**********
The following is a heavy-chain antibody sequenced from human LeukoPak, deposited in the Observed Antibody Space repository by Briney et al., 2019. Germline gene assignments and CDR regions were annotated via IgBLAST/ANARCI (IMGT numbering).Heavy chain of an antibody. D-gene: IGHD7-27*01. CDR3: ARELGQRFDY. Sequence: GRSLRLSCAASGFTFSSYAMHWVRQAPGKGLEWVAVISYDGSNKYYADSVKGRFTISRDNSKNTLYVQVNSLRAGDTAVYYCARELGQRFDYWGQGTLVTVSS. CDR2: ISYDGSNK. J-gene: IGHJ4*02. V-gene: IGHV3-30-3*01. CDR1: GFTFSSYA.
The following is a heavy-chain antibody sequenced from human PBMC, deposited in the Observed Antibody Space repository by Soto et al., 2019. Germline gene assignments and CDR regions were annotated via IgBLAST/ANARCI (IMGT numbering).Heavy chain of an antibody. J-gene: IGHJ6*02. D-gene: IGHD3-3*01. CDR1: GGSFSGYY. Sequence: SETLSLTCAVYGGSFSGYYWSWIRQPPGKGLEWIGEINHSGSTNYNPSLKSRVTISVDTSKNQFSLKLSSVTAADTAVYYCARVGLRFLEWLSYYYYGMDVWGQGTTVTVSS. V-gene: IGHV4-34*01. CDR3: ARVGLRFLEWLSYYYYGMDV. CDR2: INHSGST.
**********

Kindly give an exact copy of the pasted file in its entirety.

The following is a heavy-chain antibody sequenced from human LeukoPak, deposited in the Observed Antibody Space repository by Briney et al., 2019. Germline gene assignments and CDR regions were annotated via IgBLAST/ANARCI (IMGT numbering).Heavy chain of an antibody. D-gene: IGHD7-27*01. CDR3: ARELGQRFDY. Sequence: GRSLRLSCAASGFTFSSYAMHWVRQAPGKGLEWVAVISYDGSNKYYADSVKGRFTISRDNSKNTLYVQVNSLRAGDTAVYYCARELGQRFDYWGQGTLVTVSS. CDR2: ISYDGSNK. J-gene: IGHJ4*02. V-gene: IGHV3-30-3*01. CDR1: GFTFSSYA.
The following is a heavy-chain antibody sequenced from human PBMC, deposited in the Observed Antibody Space repository by Soto et al., 2019. Germline gene assignments and CDR regions were annotated via IgBLAST/ANARCI (IMGT numbering).Heavy chain of an antibody. J-gene: IGHJ6*02. D-gene: IGHD3-3*01. CDR1: GGSFSGYY. Sequence: SETLSLTCAVYGGSFSGYYWSWIRQPPGKGLEWIGEINHSGSTNYNPSLKSRVTISVDTSKNQFSLKLSSVTAADTAVYYCARVGLRFLEWLSYYYYGMDVWGQGTTVTVSS. V-gene: IGHV4-34*01. CDR3: ARVGLRFLEWLSYYYYGMDV. CDR2: INHSGST.